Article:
At an event that sold out in merely three days, the Metropolitan Planning Council and the Alliance for the Great Lakes hosted two-time Pulitzer Prize finalist Dan Egan to discuss his new book The Death and Life of the Great Lakes, winner of the J. Anthony Lukas Award.
Egan was interviewed by WBEZ’s Monica Eng, who asked pointed questions about invasive species, climate change and the St. Lawrence Seaway—as well as about eating whitefish and trout!
Joel Brammeier, President and CEO of the Alliance for the Great Lakes, opened the event by placing the conversation into context: the Great Lakes represent an incredible source of surface freshwater right in our backyards, a full 20 percent of the world’s supply.
Dan Egan almost called his book by another name.
He had good reason for this.
In his book, Egan chronicles the fascinating history of constructing the St. Lawrence Seaway, including the pivotal Welland and Erie Canals in the late 19th century, after which the lakes forged an immediate link to the Atlantic Ocean. Egan outlines the series of events which triggered an ecological calamity now that the “front door” protecting the lakes for millennia had been jarred open. In particular, he recounts the rise and fall of three species of fish—lake trout, sea lampreys and alewives.
These waves of ecological trouble decimated the upper Great Lakes’ population of native predators. Due to such a decline of the Great Lakes, Egan recounts how people, towns and entire recreational fishing industries turned their backs on them. Struggling fisherman and grown adults recalling the Great Lakes of their childhood share the same sentiment that “this isn’t the lake it was 25 years ago, and it’s probably not the same lake it’s going to be in 10 years.”
UNWELCOME CARGO ON OVERSEAS SHIPS
With the opening of the St. Lawrence Seaway in 1959 attracting oceangoing freighters into the Great Lakes came unforeseen consequences of biological pollution, most notably zebra and quagga mussels among other invaders which in no time decimated native species and significantly disrupted the age-old ecosystem.
Egan explains in his book that Great Lakes shipping is vitally important to the region, but overseas shipping is not that significant economically, despite harboring the lion’s share of the environmental threat to the lakes:
- One study has shown that a single freighter ballast tank can harbor some 300 million viable cysts of primitive dinoflagellates, which scientists dub the “cells from hell” because they can produce a deadly neurotoxin. So a flush that eliminates 99 percent of that ballast tank’s inhabitants could still carry three million potential invaders. That’s just one ballast compartment, and that’s just one species.
- Between 1990 and 2008, 27 new exotic species were discovered in the lakes.
- $2 billion is the estimated ecological damage to the Great Lakes due to invasive species from ballast water (per decade). $1.5 billion is the amount municipalities and power companies have paid over the last 25 years to keep their pipes mussel-free. $500 million annually is the estimated cost of only a mussel invasion to the Pacific Northwest and Western Canadian region collectively.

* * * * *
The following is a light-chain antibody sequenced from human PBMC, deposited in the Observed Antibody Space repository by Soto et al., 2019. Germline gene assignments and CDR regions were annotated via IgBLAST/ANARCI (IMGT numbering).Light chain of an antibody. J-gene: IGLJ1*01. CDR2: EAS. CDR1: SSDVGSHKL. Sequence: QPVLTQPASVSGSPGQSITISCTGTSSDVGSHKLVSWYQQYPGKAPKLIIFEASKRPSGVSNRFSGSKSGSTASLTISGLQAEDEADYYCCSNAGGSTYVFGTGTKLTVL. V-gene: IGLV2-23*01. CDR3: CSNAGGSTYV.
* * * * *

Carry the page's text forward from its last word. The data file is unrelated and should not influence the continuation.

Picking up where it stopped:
Given the complex factors at play driving such a catastrophic Great Lakes decline, the conversation turned to whether or not The Death and Life of the Great Lakes can be compared to Rachel Carson’s Silent Spring, a classic which documented the detrimental effects of pesticides.
Author modesty aside, in a similar spirit with Silent Spring, Egan’s The Death and Life of the Great Lakes certainly serves to elevate one’s awareness of the human and natural forces shaping—and many times threatening—our environment and natural resources. Egan eloquently uses scientific research and his investigative reporting on the Great Lakes since 2003 to make the case of the environmental precipice we have reached.
Dan shared his strong concern with the reality we are facing, but also his optimism for the future as we grow in our collective consciousness and care for the state of the lakes.
That positive outlook is also fueled by the miraculous adaptability of the lakes themselves despite all the change they have endured. Dan beckoned us to show respect and give nature a chance to rebalance itself, as we’re already seeing happen on Lake Huron. Dan describes these incredible examples in the book:
- On Lake Michigan, stomach muscles on whitefish used to grind mussel shells are getting bigger and bigger, and today fisherman now catch a healthy whitefish with stomachs full of mussel paste thanks to these native fish adapting to a diet of mussels.
- “What we’re seeing with the whitefish, well, they might be the most adaptable fish in nature,” a commercial fisherman told Egan. “They’re more adaptable than some people I know.”
To ensure a Great Lakes revival into the next century, Egan closed the event (and the last chapter in his book) with a simple call to action: make sure the next generation has a relationship with the lakes, for a 12-year-old fishing for the first time is perhaps the best hope the lakes have to recover from two centuries of over-fishing, over-polluting and over-prioritizing navigation.
To catch the entire conversation, watch the full recording of this event here.